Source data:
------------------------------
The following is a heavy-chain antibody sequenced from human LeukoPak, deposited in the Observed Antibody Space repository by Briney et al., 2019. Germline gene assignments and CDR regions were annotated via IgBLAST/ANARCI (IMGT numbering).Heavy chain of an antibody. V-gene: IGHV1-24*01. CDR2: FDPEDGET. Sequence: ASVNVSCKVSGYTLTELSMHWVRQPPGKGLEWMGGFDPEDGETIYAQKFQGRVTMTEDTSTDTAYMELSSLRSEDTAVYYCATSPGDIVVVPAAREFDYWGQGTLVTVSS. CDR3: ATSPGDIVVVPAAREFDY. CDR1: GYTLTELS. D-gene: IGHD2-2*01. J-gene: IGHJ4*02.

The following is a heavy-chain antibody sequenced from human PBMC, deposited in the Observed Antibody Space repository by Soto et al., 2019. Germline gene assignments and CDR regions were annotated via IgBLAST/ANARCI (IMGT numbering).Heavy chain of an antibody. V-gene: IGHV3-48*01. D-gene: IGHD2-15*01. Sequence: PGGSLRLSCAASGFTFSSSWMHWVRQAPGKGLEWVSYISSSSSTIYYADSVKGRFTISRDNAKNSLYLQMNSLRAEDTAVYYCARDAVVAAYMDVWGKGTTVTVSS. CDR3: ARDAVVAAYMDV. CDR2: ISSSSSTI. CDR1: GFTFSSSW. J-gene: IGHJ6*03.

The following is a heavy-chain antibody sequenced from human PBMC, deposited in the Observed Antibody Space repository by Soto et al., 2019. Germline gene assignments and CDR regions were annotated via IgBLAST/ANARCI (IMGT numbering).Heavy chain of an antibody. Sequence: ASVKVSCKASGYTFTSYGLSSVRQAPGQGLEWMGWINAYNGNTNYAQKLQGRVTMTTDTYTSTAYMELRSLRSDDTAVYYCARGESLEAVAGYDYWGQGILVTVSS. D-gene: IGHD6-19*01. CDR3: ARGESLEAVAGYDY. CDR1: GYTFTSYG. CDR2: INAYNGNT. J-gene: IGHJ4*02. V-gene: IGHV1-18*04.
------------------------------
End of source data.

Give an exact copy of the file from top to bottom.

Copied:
The following is a heavy-chain antibody sequenced from human LeukoPak, deposited in the Observed Antibody Space repository by Briney et al., 2019. Germline gene assignments and CDR regions were annotated via IgBLAST/ANARCI (IMGT numbering).Heavy chain of an antibody. V-gene: IGHV1-24*01. CDR2: FDPEDGET. Sequence: ASVNVSCKVSGYTLTELSMHWVRQPPGKGLEWMGGFDPEDGETIYAQKFQGRVTMTEDTSTDTAYMELSSLRSEDTAVYYCATSPGDIVVVPAAREFDYWGQGTLVTVSS. CDR3: ATSPGDIVVVPAAREFDY. CDR1: GYTLTELS. D-gene: IGHD2-2*01. J-gene: IGHJ4*02.

The following is a heavy-chain antibody sequenced from human PBMC, deposited in the Observed Antibody Space repository by Soto et al., 2019. Germline gene assignments and CDR regions were annotated via IgBLAST/ANARCI (IMGT numbering).Heavy chain of an antibody. V-gene: IGHV3-48*01. D-gene: IGHD2-15*01. Sequence: PGGSLRLSCAASGFTFSSSWMHWVRQAPGKGLEWVSYISSSSSTIYYADSVKGRFTISRDNAKNSLYLQMNSLRAEDTAVYYCARDAVVAAYMDVWGKGTTVTVSS. CDR3: ARDAVVAAYMDV. CDR2: ISSSSSTI. CDR1: GFTFSSSW. J-gene: IGHJ6*03.

The following is a heavy-chain antibody sequenced from human PBMC, deposited in the Observed Antibody Space repository by Soto et al., 2019. Germline gene assignments and CDR regions were annotated via IgBLAST/ANARCI (IMGT numbering).Heavy chain of an antibody. Sequence: ASVKVSCKASGYTFTSYGLSSVRQAPGQGLEWMGWINAYNGNTNYAQKLQGRVTMTTDTYTSTAYMELRSLRSDDTAVYYCARGESLEAVAGYDYWGQGILVTVSS. D-gene: IGHD6-19*01. CDR3: ARGESLEAVAGYDY. CDR1: GYTFTSYG. CDR2: INAYNGNT. J-gene: IGHJ4*02. V-gene: IGHV1-18*04.